TVA's tricky job of cutting two holes in the roof of a Sequoyah Nuclear Plant reactor to extract and replace four steam generators has come to a safe end, according to officials.
Tennessee Valley Authority announced Friday that the plant's Unit 2 reactor is making electricity again after the three-month job was completed seven days early.
The work -- along with regular refueling and maintenance -- also came in under the projected $376 million budget, according to TVA spokesman Ray Golden.
Now TVA will move ahead with a plan to ask the Nuclear Regulatory Commission to extend TVA's operating license for Sequoyah by as much as 20 more years, he said.
Currently, the Soddy-Daisy plant's two reactors are licensed until 2020 and 2021.
Everything about the generator replacement job, termed by TVA's chief nuclear officer, Preston Swafford, as "a complex feat of design, engineering and skilled craftsmanship," was massive -- from its safety precautions to its largest-in-the-world crane.
"I'm extremely proud of the nuclear professionals who worked tirelessly to manage this outage at Sequoyah Unit 2 safely, with careful attention to costs and schedule, all while continuing to operate Unit 1 at 100 percent power," Swafford said.
The new generators -- like the old ones -- work in tandem with the 30-year-old pressurized water reactor to make electricity. They were built into the reactor at a time when the nuclear industry believed a reactor's working lifespan was 30 to 40 years.
To ensure the public's safety when the radiation containment building's top was peeled back by robots wielding massive high-pressure water sprays, TVA covered the roof with custom tents to catch any dust that might escape the water spray.
The water drained from the containment roof cutting process was run through eight filtration tanks and monitored thoroughly before being released into the river.
And the scrapped generators were sealed for decades of storage in monitored and seismically qualified, thick concrete bunkers on the plant site, according to Marie Gillman, generator replacement project supervisor.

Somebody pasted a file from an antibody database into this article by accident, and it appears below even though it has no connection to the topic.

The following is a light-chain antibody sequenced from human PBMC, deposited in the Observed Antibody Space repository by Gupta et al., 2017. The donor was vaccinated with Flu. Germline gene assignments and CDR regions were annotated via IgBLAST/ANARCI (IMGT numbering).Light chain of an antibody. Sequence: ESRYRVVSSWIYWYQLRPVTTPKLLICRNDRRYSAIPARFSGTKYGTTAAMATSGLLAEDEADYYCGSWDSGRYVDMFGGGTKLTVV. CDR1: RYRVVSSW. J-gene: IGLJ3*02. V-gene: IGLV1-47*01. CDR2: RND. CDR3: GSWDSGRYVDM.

Similar generator replacements have occurred at 39 other nuclear plants across the country, including Sequoyah's Unit 1 in 2003 and Watts Bar in 2006, Golden said.
But in other locales, not all were successful.
In 2009 at Crystal River Nuclear Plant in Florida, workers creating the containment wall opening discovered an unexpected crack, or separation, inside the concrete wall and a gap between the outer 10 inches of concrete and the inner concrete.
The steel liner, which was intact and undamaged, and the 32 inches of concrete outside the steel liner also were intact. But the plant is still shut down.
In 2010 at Three Mile Island Nuclear Plant in Pennsylvania, a radiation leak during a similar operation resulted in 150 workers being sent home.
In 2012 at San Onofre Nuclear Plant in California, a replacement resulted in dust damaging equipment and has led to an extended shutdown.
But Golden said planning began for these generator replacements about a decade ago, and site preparation here about two years ago with a team dedicated specifically to this task.
Including Sequoyah's normal plant personnel, contractors and temporary workers, there were nearly 3,000 people involved in the generator replacements and reactor refueling.
About 1,300 temporary workers were dedicated to the steam generator work, which required about 1 million work hours -- all completed without a single lost-time incident, Golden said.
Additionally, about 1,000 temporary workers supported the refueling and maintenance of Unit 2.
Sequoyah Unit 2 is one of six nuclear reactors operated by TVA at three nuclear power plants. About 30 percent of Tennessee Valley electricity is generated in nuclear plants.